Mistakes to Avoid When Selling a Business
Here are some strategies that can help you avoid common pitfalls
Selling your business is a major undertaking. This is why it’s so important to get the experienced support of sell-side professionals. Without that insight, you may make costly mistakes that destroy the deal before it even gets off of the ground. Here are some strategies that can help you avoid common pitfalls, so that your sale can be as successful as possible.
Know Your Company’s Worth
While most owners have a clear growth plan, most do not have an exit plan. And at least 65% don’t even know how much their business is worth. This is a recipe for disaster. If you go into the sale with unreasonable valuation expectations, you’ll be disappointed, and you may tank the sale. Moreover, if you don’t know your business’s value, then you also cannot identify what drives that value, so you can increase value prior to the sale.
There is no single ratio or valuation metric that works for all companies. Your company is unique, and it’s of paramount importance to use a valuation metric that works for your business. Work with a valuation expert to ensure you get a reliable figure.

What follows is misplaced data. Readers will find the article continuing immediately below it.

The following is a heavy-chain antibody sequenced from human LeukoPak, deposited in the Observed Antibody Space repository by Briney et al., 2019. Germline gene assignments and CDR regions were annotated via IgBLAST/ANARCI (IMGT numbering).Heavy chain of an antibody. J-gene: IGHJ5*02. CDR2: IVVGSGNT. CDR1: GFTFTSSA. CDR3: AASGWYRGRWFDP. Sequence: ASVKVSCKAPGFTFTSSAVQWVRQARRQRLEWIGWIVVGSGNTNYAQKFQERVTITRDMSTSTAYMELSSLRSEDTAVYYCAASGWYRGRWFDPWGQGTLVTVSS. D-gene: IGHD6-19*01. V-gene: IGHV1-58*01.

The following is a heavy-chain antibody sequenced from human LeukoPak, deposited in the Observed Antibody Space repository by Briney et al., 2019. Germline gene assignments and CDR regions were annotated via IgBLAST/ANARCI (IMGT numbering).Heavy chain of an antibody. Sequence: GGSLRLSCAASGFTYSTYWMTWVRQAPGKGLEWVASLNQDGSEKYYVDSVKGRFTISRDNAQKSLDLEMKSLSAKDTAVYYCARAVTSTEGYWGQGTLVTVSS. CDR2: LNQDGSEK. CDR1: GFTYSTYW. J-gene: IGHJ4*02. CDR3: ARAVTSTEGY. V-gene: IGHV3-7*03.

Get Your Paperwork in Order
A business without the proper paperwork is not sellable. A buyer wants to see documentation for every claim you make, especially financial claims. Ensure a valuation is included in your paperwork, but don’t stop there. Some other documents the buyer will likely require include:
- three years’ federal tax returns
- three years’ profit and loss statements, including balance sheets and interim P&L statements
- lease or property tax bill for the property
- inventory lists
- customer list or details about customer concentration
- any other information a buyer will need to verify your claims about your company
Embrace a Competitive Bidding Process
Selling a company is a complex undertaking, which is why owners typically prefer to deal with only one buyer, even if several are available. Doing so can lower the ultimate sale value of your company because the bidding process is not competitive and you’re stuck with one buyer no matter what. The added complexity is worth it, and if you partner with a professional sell-side team, working with multiple buyers shouldn’t add too much more of a hassle.
Before you begin serious negotiations, you must carefully vet each buyer to ensure they are serious about your company and a good match for the business. A professional intermediary is very helpful here, too, since they know how to distinguish window shoppers from the real thing. Ask your advisor if they will vet buyers before presenting them for consideration, and what specific strategies they use as part of the vetting process.